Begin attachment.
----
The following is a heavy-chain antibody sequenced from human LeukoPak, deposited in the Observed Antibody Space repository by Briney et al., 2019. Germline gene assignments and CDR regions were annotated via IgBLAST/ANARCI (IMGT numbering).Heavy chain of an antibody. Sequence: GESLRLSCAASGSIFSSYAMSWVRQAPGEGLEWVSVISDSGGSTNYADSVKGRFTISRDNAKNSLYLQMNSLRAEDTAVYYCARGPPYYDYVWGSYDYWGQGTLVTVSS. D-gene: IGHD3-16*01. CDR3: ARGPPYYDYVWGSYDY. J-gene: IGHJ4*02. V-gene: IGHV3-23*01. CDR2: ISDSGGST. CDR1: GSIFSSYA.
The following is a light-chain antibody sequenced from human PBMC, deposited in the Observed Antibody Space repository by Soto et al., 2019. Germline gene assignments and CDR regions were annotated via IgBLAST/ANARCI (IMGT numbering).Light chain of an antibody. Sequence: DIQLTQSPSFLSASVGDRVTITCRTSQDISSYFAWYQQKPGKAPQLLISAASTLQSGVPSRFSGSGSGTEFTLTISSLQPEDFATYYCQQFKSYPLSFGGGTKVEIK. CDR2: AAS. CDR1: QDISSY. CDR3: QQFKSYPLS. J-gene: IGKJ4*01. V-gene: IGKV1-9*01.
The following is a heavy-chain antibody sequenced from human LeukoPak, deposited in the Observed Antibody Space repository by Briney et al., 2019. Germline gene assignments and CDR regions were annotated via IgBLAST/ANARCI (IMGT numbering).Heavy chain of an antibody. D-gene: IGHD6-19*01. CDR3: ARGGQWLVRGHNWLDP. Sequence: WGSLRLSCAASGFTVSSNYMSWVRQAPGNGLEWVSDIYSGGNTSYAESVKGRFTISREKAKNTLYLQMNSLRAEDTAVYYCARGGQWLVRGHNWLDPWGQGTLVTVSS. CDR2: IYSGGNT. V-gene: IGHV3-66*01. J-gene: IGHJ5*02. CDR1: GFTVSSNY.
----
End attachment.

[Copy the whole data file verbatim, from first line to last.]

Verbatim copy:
The following is a heavy-chain antibody sequenced from human LeukoPak, deposited in the Observed Antibody Space repository by Briney et al., 2019. Germline gene assignments and CDR regions were annotated via IgBLAST/ANARCI (IMGT numbering).Heavy chain of an antibody. Sequence: GESLRLSCAASGSIFSSYAMSWVRQAPGEGLEWVSVISDSGGSTNYADSVKGRFTISRDNAKNSLYLQMNSLRAEDTAVYYCARGPPYYDYVWGSYDYWGQGTLVTVSS. D-gene: IGHD3-16*01. CDR3: ARGPPYYDYVWGSYDY. J-gene: IGHJ4*02. V-gene: IGHV3-23*01. CDR2: ISDSGGST. CDR1: GSIFSSYA.
The following is a light-chain antibody sequenced from human PBMC, deposited in the Observed Antibody Space repository by Soto et al., 2019. Germline gene assignments and CDR regions were annotated via IgBLAST/ANARCI (IMGT numbering).Light chain of an antibody. Sequence: DIQLTQSPSFLSASVGDRVTITCRTSQDISSYFAWYQQKPGKAPQLLISAASTLQSGVPSRFSGSGSGTEFTLTISSLQPEDFATYYCQQFKSYPLSFGGGTKVEIK. CDR2: AAS. CDR1: QDISSY. CDR3: QQFKSYPLS. J-gene: IGKJ4*01. V-gene: IGKV1-9*01.
The following is a heavy-chain antibody sequenced from human LeukoPak, deposited in the Observed Antibody Space repository by Briney et al., 2019. Germline gene assignments and CDR regions were annotated via IgBLAST/ANARCI (IMGT numbering).Heavy chain of an antibody. D-gene: IGHD6-19*01. CDR3: ARGGQWLVRGHNWLDP. Sequence: WGSLRLSCAASGFTVSSNYMSWVRQAPGNGLEWVSDIYSGGNTSYAESVKGRFTISREKAKNTLYLQMNSLRAEDTAVYYCARGGQWLVRGHNWLDPWGQGTLVTVSS. CDR2: IYSGGNT. V-gene: IGHV3-66*01. J-gene: IGHJ5*02. CDR1: GFTVSSNY.